Logging into Horror’s Closet: Gay Fans, the Horror Film and Online Culture

Scales, Adam (2015) Logging into Horror’s Closet: Gay Fans, the Horror Film and Online Culture. Doctoral thesis, University of East Anglia.

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Harry Benshoff has boldly proclaimed that ‘horror stories and monster movies, perhaps
more than any other genre, actively invoke queer readings’ (1997, p. 6). For Benshoff,
gay audiences have forged cultural identifications with the counter-hegemonic figure of
the ‘monster queer’ who disrupts the heterosexual status quo. However, beyond
identification with the monstrous outsider, there is at present little understanding of the
interpretations that gay fans mobilise around different forms and features of horror and
the cultural connections they establish with other horror fans online.
In addressing this gap, this thesis employs a multi-sited netnographic method to study gay
horror fandom. This holistic approach seeks to investigate spaces created by and for gay
horror fans, in addition to their presence on a mainstream horror site and a gay online
forum. In doing so, this study argues that gay fans forge deep emotional connections with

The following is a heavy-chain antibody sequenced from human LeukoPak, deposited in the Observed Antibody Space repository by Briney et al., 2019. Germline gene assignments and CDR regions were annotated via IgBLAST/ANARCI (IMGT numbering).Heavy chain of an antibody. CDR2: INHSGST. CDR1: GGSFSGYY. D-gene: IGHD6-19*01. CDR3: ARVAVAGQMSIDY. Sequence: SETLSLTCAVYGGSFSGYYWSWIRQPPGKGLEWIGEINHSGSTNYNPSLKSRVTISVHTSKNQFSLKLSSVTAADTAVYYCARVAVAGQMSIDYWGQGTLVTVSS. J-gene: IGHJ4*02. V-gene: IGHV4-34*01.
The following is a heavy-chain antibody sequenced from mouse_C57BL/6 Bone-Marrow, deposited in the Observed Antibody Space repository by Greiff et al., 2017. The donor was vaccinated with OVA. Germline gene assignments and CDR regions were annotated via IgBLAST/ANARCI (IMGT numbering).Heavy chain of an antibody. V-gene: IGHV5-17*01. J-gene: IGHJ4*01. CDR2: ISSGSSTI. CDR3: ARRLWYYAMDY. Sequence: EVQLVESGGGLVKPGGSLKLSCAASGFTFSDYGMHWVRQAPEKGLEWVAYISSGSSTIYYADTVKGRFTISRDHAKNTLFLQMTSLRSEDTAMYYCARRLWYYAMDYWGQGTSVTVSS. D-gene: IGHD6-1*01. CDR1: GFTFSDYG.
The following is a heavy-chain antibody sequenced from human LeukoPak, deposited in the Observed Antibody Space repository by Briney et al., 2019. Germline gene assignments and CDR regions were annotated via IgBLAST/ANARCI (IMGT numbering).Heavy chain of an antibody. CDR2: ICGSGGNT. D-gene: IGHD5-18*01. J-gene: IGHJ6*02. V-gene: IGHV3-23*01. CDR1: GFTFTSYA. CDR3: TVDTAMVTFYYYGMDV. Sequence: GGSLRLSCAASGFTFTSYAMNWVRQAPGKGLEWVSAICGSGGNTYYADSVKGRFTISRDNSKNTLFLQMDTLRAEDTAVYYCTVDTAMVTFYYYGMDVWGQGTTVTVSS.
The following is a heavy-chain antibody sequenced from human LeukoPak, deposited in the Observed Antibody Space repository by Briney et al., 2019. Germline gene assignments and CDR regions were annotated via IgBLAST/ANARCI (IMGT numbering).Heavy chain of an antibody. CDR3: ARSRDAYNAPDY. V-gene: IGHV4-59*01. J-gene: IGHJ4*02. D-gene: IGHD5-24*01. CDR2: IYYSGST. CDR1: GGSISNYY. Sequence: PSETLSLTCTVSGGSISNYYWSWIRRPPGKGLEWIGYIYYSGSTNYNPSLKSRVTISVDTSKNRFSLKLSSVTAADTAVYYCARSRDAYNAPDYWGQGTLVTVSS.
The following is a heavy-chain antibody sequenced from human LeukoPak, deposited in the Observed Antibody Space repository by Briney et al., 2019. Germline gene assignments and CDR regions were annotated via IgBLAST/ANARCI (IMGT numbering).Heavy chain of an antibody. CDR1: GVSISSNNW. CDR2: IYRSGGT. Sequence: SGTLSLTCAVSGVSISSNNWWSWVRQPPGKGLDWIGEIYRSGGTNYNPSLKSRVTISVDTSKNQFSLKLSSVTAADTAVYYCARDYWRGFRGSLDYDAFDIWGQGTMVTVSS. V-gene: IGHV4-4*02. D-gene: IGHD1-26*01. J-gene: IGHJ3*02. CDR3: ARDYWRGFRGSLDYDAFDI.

horror that links particular textual features to the construction and articulation of their
sexual and fannish identities. In developing the concept of ‘emotional capital’ that
establishes intersubjective recognition between gay fans, this thesis argues that this
capital is destabilised in much larger spaces of fandom where gay fans perform the
successful ‘doing of being’ a horror fan (Hills, 2005). This, I argue, illustrates that gay
horror fandom is constructed and performed differently across fan spaces as a means to
articulate gay identity in culturally meaningful ways.
In presenting the voices of gay fans, the significance of this thesis lies in challenging
existing models of horror fandom by suggesting its multiplicity for the fans researched.
Indeed, whilst the ‘knowledgeability’ (Hills, 2005) of horror fans is important, this study
explores the meaningful connections that gay fans establish with one another and the
cultural significance of horror to the identity work of fans across distinctive online spaces.

Item Type: Thesis (Doctoral)
Faculty \ School: Faculty of Arts and Humanities > School of Art, Media and American Studies
Depositing User: Users 7376 not found.
Date Deposited: 22 Jun 2016 10:40
Last Modified: 22 Jun 2016 10:40
URI: https://ueaeprints.uea.ac.uk/id/eprint/59454

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